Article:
World Travels and Bizarre Discoveries

History Professor Brady Brower Seeks the Strange in Social Sciences

“I guess you could say that I’ve made it my life’s work to dig up weird and embarrassing things in the histories of the other social sciences,” said Weber State University assistant history professor Brady Brower.

Brower’s research focus is French intellectual history and the history of the “human sciences” — psychology, sociology and other similar disciplines. His first book was about the relationship between 19th century French psychology and spiritualism. “Most of the big names in the early history of psychology spent at least some time holding hands with a medium in a darkened room,” he said.
Now, he is writing about how biological studies of insects, birds and other animal societies contributed to the early development of sociology in France. Brower is spending a fellowship year in Princeton, New Jersey, at the Institute for Advanced Study, where Albert Einstein spent his last 22 years. Brower is writing a book and interacting with scholars from all over the world. He said that knowing what is happening with the history profession at large makes him a better historian and helps him offer good advice to students pursuing academic careers.

One task Brower finds especially gratifying is to advise students writing grants to fund travel to distant archives. “WSU’s emphasis on undergraduate research gives our students an edge they wouldn’t find elsewhere,” he said.

From his experiences traveling and teaching, Brower — who has taught at WSU for seven years — has learned to appreciate the little things. One of his favorite things about teaching at WSU is the small class sizes. He can get to know all of his students, even the quiet ones, because he gets to read all of their exams and papers personally.
“At most institutions, class sizes are so large that the professors could never really get to know all of their students, and all of the grading has to be done by a teaching assistant,” Brower said.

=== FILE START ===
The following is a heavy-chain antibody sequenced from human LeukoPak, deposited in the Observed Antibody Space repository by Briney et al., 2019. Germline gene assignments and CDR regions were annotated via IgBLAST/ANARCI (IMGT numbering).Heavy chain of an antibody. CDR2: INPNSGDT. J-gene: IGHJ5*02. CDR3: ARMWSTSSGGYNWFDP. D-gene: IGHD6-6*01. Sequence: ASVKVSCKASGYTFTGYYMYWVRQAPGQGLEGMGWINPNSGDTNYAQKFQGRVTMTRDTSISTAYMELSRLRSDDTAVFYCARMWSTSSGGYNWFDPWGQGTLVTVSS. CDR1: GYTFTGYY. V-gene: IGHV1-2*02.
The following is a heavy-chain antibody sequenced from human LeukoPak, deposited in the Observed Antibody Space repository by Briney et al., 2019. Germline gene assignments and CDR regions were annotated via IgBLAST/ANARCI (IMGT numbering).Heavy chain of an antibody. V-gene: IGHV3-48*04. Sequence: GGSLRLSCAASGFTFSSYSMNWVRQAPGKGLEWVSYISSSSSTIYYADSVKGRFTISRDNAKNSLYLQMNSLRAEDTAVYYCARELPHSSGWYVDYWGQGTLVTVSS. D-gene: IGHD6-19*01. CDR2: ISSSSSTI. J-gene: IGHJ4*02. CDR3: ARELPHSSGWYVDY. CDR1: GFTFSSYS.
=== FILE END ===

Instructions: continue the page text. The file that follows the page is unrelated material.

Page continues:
Another thing he enjoys is that WSU is an open institution where students from modest backgrounds and at different stages in life can get ahead and succeed. He said, “I love that speech Bill Murray’s character gives at the beginning of the movie Rushmore. The basic message is to pursue success with a vengeance. We’ve had some incredible success stories in our department of students who have done exactly that.”
Brower expressed his admiration and gratitude for Susan Matt, chair of the history department. “She is one of the most capable professionals and accomplished scholars at WSU. Her example of what WSU can and should be has been tremendously influential in motivating me in my own work.”
When asked about his hobbies, Brower joked, “If the dean or provost asks, tell them I do nothing but read history, write books, attend conferences, prepare lectures, teach classes, grade exams, correct papers and hold office hours all day long.”
In reality, Brower said that he has “a sort of mania” for working with his hands. He thinks it started in high school when he worked summers as an auto mechanic at a local car dealership. Knowing how to keep old cars running was useful during the frugal years of college and graduate school. Now, he mostly works on bicycles or on his house and garden.
“I’m from the West. I grew up in a small town in southern Idaho more famous for producing potatoes than historians,” said Brower. “I’ve spent a lot of time living in other places in the United States and the world.”
Brower’s experiences at WSU continue to help him achieve his goals, and he’s come to appreciate how important his origins have been in shaping his perspective on things.
“At the very least,” he quipped, “I can never eat a non-Idaho potato without a certain amount of contempt.”